Take two identical engines put 100,000 miles on them under identical conditions, you change your oil at 3,000 and I will do mine at the recommended 5,000+ and then do a tear down.... the engine with the synthetic will show virtually no internal wear, no so for the conventional oil.

    So be cheap buy regular motor oil if you want but you will go through 3 engines on my one....
    And I'm saying my reality is I buy a good used truck, say 50,000 miles on it, change it with regular oil quite faithfullly, and put at least another 100,000 and sell it with the engine running strong. What's not to like?

    Not interested in putting 1,000,000 miles on the thing, although I'll probably hit 200,000 on my current truck (won't tell you the make cause I don't want you to have a coronary). I bought the product for what I deemed a fair price, got my fair use out of it with routine maintenance, and sold it to someone else who got what they wanted at obviously what they considered a fair price.

    All in all, has worked just fine for 40 years, like I said. You feel free to save the whales, or something.

  8. #28
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    Mobil 1 or Castrol Syntec. Both full synthetic oils.. Buy the 5qt jugs at Wal-Mart $22.00 or so.. I change it 6-7000 miles. I also use BG product MOA and swear by it as the stuff really works.

    10 years in the automotive service industry ASE & Toyota Master Technician.

    Welcome to BG Products, Inc.

    Peace...
    You can give peace a chance alright..

    I'll seek cover in case it goes badly..

  9. #29
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    Here are some tidbits for you all to chew on.


    Castrol is made by British Petroleum (BP).


    Valvoline is made by Ashland Oil.


    Pennzoil, Quaker State and Supertech (Walmart's house brand) is made by Shell Oil Products US (SOPUS).


    The best choice is to NOT buy synthetic blends. Buy only full synthetic or regular conventional oils. Most blends only contain 1-2% synthetic, the rest being conventional. There is no government or industry standards on "blends" and soem that have been tested showed very little synthetic in them. Save your money or get the pure stuff, but the blends are marketing hype.


    The 3,000 mile oil change was a marketing campaign developed by Jiffy Lube. Those of us in the business have known it to be true for years. Best advice, read your owners manual! The company that designed your car's engine knows best.


    What does the "weight" of motor oil mean? What is a multi-weight?
    Back in the day, you bought 30 weight or 40 weight oil. Lower number meant it flowed better when you started the car, higher number meant it protected better at full operating temperature.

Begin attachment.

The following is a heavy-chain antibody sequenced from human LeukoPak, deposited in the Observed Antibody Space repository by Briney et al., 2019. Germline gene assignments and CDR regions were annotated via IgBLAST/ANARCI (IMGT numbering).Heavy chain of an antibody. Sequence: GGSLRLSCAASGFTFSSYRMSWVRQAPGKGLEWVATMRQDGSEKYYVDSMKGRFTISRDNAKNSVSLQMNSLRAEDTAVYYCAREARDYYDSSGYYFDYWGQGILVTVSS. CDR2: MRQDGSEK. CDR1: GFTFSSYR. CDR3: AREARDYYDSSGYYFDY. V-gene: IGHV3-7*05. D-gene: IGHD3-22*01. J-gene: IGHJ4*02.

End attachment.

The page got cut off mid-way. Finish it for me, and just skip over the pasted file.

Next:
Today almost all auto manufacturers recommend a multi weight oil, usually 5w-20, 5w-30 or 10w-30. The second number is the oil weight (it's viscosity, just like above single weights) at normal engine operating temps, but the first number is the viscosity at cold startup temps. The "w" stands for winter. So a 5w-30 protects your engine like a 30 weight at normal engine temps (because that's what it is) but when it's cold outside the oil will flow like a 5 weight. It's able to do this because of added polymers that change the viscosity at cold temps but don't change it at higher temps. Best advice is to use the type your auto manufacturer recommends, and stick with it.


    Hope this stuff helps a little.

  10. #30
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    Quote Originally Posted by Stiofan View Post
    Here are some tidbits for you all to chew on.


    Castrol is made by British Petroleum (BP).


    Valvoline is made by Ashland Oil.


    Pennzoil, Quaker State and Supertech (Walmart's house brand) is made by Shell Oil Products US (SOPUS).


    The best choice is to NOT buy synthetic blends. Buy only full synthetic or regular conventional oils. Most blends only contain 1-2% synthetic, the rest being conventional. There is no government or industry standards on "blends" and soem that have been tested showed very little synthetic in them. Save your money or get the pure stuff, but the blends are marketing hype.


    The 3,000 mile oil change was a marketing campaign developed by Jiffy Lube. Those of us in the business have known it to be true for years. Best advice, read your owners manual! The company that designed your car's engine knows best.


    What does the "weight" of motor oil mean? What is a multi-weight?
    Back in the day, you bought 30 weight or 40 weight oil. Lower number meant it flowed better when you started the car, higher number meant it protected better at full operating temperature.


    Today almost all auto manufacturers recommend a multi weight oil, usually 5w-20, 5w-30 or 10w-30. The second number is the oil weight (it's viscosity, just like above single weights) at normal engine operating temps, but the first number is the viscosity at cold startup temps. The "w" stands for winter. So a 5w-30 protects your engine like a 30 weight at normal engine temps (because that's what it is) but when it's cold outside the oil will flow like a 5 weight. It's able to do this because of added polymers that change the viscosity at cold temps but don't change it at higher temps. Best advice is to use the type your auto manufacturer recommends, and stick with it.


    Hope this stuff helps a little.
    Ahhhhh... Education is the key to enlightenment... SAE is the group that grades the oil viscosity and has established the standard.

    "Best advice is to use the type your auto manufacturer recommends, and stick with it". And I'll add to that, read the owners manual for oil change frequency guidelines. There are 2 ways to go about it. Read it cover to cover like a novel or use the index and find the section related to the topic you need information on.

    Motor Oils and Engine Lubrication Book: Motor Oil Engineers

    SAE International

    Peace...
    You can give peace a chance alright..

    I'll seek cover in case it goes badly..